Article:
Monday 15th – Sunday 21st September, 2014
Gracias a la vida que me ha dado tanto
Me dio dos luceros que cuando los abro
Perfecto distingo lo negro del blanco
Y en el ancho cielo su fondo estrellado
Y en las multitudes el hombre que yo amo.
(Thanks be to life, which has given me so much
It has given me two eyes, and when I open them
I clearly distinguish black from white
And in the high sky, its starry depths,
And from the crowds, the man that I love.)
– Gracias a la Vida (Thanks Be To Life) – Joan Baez’s final encore on Wednesday 17th September, Royal Festival Hall
Despite the security I established last week, there are still lots of changes going on around me. This week, my Facebook feed has been full of photographs of cramped study bedrooms as my friends move away from home and into their university accommodation, and for each new photograph I become more fond and more grateful for my own bed.
But then again, I myself am not static. For the second time in the past five days I took the train down to London on Wednesday afternoon to meet Rosa and Bijan. For the first time I navigated through the underground system alone, at rush hour of all times, and then over the Thames to the Southbank Centre. By pure coincidence we ate at the same Wagamama’s as on the first evening of the News Academy Summer School, and my mind flickered back to that wonderful week, already rose-tinged in my memory, but I was grateful to be back on the train home by 10.30pm. How will I cope next year?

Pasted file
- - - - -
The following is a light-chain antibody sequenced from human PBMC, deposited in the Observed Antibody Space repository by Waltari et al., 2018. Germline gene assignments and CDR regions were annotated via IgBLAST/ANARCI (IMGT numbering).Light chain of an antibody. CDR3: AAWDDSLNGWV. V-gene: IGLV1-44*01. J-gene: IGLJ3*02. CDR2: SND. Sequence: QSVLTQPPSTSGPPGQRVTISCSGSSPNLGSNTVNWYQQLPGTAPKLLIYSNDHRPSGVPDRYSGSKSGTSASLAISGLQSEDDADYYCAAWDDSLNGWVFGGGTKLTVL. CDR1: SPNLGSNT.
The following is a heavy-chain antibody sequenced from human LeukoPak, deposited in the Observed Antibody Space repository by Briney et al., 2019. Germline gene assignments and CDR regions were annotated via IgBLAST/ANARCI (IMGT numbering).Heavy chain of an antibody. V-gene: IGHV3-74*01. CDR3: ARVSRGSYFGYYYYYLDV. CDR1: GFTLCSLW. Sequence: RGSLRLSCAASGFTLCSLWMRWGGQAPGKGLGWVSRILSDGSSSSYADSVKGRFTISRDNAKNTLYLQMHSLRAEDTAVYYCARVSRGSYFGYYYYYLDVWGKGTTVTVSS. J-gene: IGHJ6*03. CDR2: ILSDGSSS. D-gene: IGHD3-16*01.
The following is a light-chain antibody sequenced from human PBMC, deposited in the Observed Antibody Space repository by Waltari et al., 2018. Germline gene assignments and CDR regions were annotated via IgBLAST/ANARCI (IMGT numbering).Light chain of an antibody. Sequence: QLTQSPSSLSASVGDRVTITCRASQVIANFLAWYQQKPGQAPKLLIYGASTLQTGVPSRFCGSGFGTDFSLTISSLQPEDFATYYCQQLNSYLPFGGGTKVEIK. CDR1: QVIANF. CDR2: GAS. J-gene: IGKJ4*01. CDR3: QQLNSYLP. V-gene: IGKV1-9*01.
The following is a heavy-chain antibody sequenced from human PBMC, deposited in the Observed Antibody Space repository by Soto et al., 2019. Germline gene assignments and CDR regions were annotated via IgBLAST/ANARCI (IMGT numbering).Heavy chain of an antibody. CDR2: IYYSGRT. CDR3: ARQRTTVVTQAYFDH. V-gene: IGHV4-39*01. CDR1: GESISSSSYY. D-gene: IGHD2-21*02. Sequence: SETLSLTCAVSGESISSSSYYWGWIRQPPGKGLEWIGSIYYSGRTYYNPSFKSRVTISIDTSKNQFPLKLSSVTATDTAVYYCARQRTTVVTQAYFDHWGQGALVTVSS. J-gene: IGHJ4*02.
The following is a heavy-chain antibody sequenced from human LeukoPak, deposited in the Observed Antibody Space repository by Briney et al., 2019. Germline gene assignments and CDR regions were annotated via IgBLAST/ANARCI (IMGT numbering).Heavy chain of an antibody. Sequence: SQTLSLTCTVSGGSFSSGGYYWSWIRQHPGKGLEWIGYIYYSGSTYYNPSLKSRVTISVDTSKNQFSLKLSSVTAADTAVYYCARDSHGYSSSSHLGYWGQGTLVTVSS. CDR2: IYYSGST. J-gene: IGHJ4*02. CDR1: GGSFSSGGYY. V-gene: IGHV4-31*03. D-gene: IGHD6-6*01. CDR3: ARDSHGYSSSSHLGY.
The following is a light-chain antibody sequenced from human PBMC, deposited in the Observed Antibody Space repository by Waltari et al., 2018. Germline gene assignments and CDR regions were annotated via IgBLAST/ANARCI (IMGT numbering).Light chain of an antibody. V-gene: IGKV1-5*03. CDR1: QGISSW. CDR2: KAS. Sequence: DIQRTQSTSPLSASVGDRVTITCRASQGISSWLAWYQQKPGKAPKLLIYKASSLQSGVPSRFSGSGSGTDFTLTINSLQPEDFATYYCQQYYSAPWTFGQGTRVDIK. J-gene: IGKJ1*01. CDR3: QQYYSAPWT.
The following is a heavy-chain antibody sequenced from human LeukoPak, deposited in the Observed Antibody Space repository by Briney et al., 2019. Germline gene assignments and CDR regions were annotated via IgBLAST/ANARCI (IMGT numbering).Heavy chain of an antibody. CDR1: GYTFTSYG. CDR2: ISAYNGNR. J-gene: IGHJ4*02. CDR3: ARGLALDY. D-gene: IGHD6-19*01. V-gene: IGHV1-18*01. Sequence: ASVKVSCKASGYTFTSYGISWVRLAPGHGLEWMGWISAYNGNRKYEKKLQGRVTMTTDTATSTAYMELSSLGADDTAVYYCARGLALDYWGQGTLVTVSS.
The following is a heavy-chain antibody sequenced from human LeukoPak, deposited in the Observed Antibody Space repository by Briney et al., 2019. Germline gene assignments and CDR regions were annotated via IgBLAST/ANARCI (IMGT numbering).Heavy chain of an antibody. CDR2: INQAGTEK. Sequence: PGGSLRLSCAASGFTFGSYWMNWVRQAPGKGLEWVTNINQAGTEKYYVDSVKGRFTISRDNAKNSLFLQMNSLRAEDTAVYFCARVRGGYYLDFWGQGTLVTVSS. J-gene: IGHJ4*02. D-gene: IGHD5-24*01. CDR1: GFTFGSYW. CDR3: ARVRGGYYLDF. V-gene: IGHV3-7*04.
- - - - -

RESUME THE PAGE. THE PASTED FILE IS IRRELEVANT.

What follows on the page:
Rosa and I spent the evening watching the stunning Joan Baez perform at the beautiful Royal Festival Hall. Though we both have our own modern music preferences, we grew up with the voices of Bruce Springsteen, Bob Dylan and Jackson Browne, alongside Baez, and by the end of this year Dylan will be the only one we’ve not seen perform together. She sang of rebellion and travel and goodbyes, and although most of the songs echoed only faintly in far-away creases of my memory her voice felt reminiscent of today. This was most prominent during her rendition of Imagine (music from 1.36), particularly at the line Imagine there’s no countries/It isn’t hard to do, considering the Scottish Independence Referendum was due to take place the following day.
On that Thursday, I got up at 6am to find out the result, and was relieved at the outcome as the final figures scrolled along the bottom of the screen underneath the footage of Alex Salmond’s speech. But at the same time, a tiny part of me was just a bit curious as to what would have happened if it had been a Yes vote. There were – and still are – a multitude of questions about Scotland’s future, and I think the lack of secure answers to those most critical (regarding, for instance, currency) was a huge factor in tipping the outcome to No. Ultimately, when it came to it, Scotland’s now became more important than the what if… questions of the Yes camp.
I’d stayed unusually quiet on the topic of the ‘#IndyRef’;I felt in many ways that it wasn’t up to me, and that, really, I didn’t have enough to say on the subject. So it was only on that morning that I realised there was a lot it had to teach me. As far apart as I may be from my friends, if it’s right we’ll be okay. Next year I might drift away from home for a bit, but I can always come back in the end. But, most importantly, it’s time to stop thinking about the future; time to stop imagining ‘this time next year’ and focus on making now the best it can be.